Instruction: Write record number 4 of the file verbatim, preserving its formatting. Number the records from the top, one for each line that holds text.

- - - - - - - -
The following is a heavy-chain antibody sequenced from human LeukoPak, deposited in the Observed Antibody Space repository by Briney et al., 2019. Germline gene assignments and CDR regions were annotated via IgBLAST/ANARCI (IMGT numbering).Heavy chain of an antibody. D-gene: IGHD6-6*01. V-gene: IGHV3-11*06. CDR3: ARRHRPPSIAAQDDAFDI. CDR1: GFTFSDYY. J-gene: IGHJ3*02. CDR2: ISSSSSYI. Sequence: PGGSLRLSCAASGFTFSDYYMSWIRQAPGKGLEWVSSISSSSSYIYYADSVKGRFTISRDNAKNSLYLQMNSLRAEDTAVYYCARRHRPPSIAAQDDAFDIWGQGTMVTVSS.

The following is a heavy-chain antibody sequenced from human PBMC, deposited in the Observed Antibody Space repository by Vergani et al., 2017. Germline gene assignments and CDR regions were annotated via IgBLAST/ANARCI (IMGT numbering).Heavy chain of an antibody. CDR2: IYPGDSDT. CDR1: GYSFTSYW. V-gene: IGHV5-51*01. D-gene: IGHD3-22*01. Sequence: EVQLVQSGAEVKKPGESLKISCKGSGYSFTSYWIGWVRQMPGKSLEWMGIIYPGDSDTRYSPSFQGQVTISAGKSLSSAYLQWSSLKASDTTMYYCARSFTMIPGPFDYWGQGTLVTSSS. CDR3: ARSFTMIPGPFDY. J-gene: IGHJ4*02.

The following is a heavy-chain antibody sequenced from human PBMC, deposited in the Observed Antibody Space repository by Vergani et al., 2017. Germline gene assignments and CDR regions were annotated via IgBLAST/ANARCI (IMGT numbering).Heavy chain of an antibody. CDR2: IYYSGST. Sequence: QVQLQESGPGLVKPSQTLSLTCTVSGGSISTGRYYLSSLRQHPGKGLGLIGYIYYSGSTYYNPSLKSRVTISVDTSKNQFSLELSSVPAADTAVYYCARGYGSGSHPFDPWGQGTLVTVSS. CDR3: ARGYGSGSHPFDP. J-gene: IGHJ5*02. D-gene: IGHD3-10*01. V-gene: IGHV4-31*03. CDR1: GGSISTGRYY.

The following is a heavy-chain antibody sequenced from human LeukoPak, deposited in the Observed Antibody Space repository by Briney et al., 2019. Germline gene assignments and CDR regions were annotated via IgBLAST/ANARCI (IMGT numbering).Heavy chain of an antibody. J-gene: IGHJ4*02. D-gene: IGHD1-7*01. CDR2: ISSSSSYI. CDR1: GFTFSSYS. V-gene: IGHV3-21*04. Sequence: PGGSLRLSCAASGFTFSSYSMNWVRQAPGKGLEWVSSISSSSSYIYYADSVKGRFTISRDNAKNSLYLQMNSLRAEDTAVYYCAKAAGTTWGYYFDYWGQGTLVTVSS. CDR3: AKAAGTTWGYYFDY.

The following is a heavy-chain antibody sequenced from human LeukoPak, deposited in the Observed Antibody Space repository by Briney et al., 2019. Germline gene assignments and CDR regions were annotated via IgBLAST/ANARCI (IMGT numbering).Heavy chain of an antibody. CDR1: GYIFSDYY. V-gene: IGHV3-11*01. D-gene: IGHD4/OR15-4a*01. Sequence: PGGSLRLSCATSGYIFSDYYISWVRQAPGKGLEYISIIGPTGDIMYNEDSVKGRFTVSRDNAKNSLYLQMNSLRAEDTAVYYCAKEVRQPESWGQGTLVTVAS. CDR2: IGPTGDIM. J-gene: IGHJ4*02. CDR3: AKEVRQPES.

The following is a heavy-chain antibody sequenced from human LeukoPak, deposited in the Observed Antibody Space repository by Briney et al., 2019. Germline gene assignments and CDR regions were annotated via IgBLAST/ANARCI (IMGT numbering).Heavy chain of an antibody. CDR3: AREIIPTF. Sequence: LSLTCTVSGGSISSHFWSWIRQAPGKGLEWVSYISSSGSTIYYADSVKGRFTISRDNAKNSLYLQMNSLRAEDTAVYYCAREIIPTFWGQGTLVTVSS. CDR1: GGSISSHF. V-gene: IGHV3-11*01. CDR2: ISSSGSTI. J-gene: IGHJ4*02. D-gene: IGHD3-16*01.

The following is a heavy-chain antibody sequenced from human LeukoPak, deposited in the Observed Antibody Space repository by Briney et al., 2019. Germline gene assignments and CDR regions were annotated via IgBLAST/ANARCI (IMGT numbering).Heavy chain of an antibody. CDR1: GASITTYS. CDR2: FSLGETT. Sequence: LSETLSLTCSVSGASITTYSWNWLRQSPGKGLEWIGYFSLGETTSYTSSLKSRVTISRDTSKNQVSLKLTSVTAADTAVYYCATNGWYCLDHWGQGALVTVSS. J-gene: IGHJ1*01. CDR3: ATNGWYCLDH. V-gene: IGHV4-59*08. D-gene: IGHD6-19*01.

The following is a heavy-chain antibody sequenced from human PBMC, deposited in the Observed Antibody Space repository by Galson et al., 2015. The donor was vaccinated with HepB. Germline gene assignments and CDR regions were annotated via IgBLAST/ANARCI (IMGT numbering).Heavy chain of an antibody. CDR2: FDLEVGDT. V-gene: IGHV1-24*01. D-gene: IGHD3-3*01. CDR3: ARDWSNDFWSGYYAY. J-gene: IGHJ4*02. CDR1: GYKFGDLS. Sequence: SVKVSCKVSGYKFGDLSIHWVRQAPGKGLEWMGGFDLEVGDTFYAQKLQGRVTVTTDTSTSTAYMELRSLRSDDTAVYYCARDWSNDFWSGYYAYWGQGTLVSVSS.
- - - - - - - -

The following is a heavy-chain antibody sequenced from human LeukoPak, deposited in the Observed Antibody Space repository by Briney et al., 2019. Germline gene assignments and CDR regions were annotated via IgBLAST/ANARCI (IMGT numbering).Heavy chain of an antibody. J-gene: IGHJ4*02. D-gene: IGHD1-7*01. CDR2: ISSSSSYI. CDR1: GFTFSSYS. V-gene: IGHV3-21*04. Sequence: PGGSLRLSCAASGFTFSSYSMNWVRQAPGKGLEWVSSISSSSSYIYYADSVKGRFTISRDNAKNSLYLQMNSLRAEDTAVYYCAKAAGTTWGYYFDYWGQGTLVTVSS. CDR3: AKAAGTTWGYYFDY.